Phantom Gold

John Pemble

  • Forging Capitalism: Rogues, Swindlers, Frauds and the Rise of Modern Finance by Ian Klaus
    Yale, 287 pp, £18.99, January 2015, ISBN 978 0 300 18194 4

An MP and financier dead from poison on Hampstead Heath; the secretary of a life insurance company in his office with his brains blown out; a stockbroker with his throat cut in a railway carriage in Grosvenor Road Station; a diamond magnate jumping overboard from a passenger liner in the mid-Atlantic: lurid with suicide, Victorian capitalism got a very bad press. In 1776 Adam Smith had argued in The Wealth of Nations that free-market capitalism was a force for material and moral progress. Capitalism left to itself, he insisted, must produce the best of all possible worlds, since a capitalist pursuing self-interest makes life better for everyone. ‘The study of his own advantage naturally, or rather necessarily, leads him to prefer that employment which is most advantageous to society.’ He is ‘led by an invisible hand to promote an end which was no part of his intention.’ Independently of Karl Marx – little known and never influential among Victorian intellectuals – a great many critics fustigated this way of thinking. Fire and brimstone evangelists like Carlyle, agonised agnostics like Matthew Arnold, Arts and Crafts socialists like Ruskin and Morris, and vegetarian Fabians like Shaw and the Webbs accused capitalism of betraying what was best for all by bringing out the worst in each. In Victorian fiction its heroes are few, and overshadowed by its villains. Disraeli’s novels glorified Nathan and Lionel de Rothschild as the Sidonias, father and son – the one a great Jewish financier who rescues kings and princes and saves civilisation, the other a paladin who combines the wealth of Croesus, the wisdom of Solomon and the beauty of Byron. But their glamour is pallid beside the turpitude of Dickens’s Nickleby, Dombey and Merdle, or Trollope’s Melmotte. Even Disraeli reckoned that capitalism of the sort that came to Britain with William of Orange (‘Dutch finance’) was detestable: it had resulted in ‘the degradation of a fettered and burthened multitude … made debt a national habit … credit the ruling power … introduced a loose, inexact, haphazard and dishonest spirit in the conduct of both public and private life; a spirit dazzling and yet dastardly, reckless of consequences and yet shrinking from responsibility’.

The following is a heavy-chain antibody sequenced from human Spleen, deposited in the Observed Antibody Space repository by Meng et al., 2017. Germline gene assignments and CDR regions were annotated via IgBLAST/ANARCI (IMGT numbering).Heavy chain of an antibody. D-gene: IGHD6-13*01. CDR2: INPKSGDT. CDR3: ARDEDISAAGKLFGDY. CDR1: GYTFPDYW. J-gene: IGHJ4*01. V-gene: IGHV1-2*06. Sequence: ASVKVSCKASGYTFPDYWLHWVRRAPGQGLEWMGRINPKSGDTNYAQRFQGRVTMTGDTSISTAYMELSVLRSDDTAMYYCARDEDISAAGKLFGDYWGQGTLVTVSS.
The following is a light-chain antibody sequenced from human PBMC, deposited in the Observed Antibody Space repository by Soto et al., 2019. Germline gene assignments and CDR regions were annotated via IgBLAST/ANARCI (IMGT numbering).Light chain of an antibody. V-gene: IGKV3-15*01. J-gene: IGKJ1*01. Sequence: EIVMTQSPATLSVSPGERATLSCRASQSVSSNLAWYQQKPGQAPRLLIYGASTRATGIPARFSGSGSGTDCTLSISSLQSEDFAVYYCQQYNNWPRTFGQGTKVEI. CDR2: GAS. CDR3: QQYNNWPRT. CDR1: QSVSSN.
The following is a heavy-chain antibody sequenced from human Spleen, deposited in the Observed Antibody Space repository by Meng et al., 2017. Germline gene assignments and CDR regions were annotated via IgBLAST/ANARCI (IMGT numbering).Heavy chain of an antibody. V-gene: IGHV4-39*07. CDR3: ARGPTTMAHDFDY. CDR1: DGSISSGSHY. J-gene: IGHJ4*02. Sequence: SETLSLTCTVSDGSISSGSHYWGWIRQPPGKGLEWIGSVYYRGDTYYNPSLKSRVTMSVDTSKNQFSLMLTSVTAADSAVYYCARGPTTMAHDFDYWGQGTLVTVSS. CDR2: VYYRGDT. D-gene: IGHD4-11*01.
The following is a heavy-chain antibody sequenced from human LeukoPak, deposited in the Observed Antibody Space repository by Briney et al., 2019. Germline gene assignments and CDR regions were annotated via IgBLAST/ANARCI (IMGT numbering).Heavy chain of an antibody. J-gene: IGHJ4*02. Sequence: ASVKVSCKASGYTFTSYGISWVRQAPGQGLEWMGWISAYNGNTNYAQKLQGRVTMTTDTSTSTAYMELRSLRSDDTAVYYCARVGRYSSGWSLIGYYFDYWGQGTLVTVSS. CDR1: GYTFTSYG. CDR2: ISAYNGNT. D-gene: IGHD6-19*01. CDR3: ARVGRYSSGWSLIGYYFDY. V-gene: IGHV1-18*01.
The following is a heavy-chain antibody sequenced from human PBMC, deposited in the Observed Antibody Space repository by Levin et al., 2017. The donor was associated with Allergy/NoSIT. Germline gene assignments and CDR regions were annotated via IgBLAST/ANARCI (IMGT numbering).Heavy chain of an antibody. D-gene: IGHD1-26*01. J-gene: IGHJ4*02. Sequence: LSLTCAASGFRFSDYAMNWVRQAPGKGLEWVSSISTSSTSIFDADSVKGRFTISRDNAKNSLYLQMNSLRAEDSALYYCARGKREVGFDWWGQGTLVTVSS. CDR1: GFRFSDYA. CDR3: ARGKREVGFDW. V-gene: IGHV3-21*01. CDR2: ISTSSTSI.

Even allowing for sensationalism, dottiness and theatricality, it’s still possible to read the history of the Victorian age as the story of a society blighted by capitalism at every level, not just in those lower reaches where men, women and children were dehumanised by wage slavery in mines and mills. Virginia Woolf described a typically bourgeois sense of insecurity when she recalled the attitude of her father, Leslie Stephen, to money: ‘Not all his mathematics together with a bank balance which he insisted must be ample in the extreme, could persuade him, when it came to writing a cheque, that the whole family was not “shooting Niagara to ruin”.’ The ruling elite was fearful of the social unrest and threat of political revolution that accompanied the growth of capitalism, and racked by the headache of what Burke had described as ‘one of the finest problems in legislation … what the state ought to take upon itself to direct by the public wisdom and what it ought to leave, with as little interference as possible, to individual discretion’.

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[*] The first two volumes of Kynaston’s history of the City were reviewed in the LRB by James Buchan and Jonathan Parry respectively, in the issues of 28 April 1994 and 21 September 1995.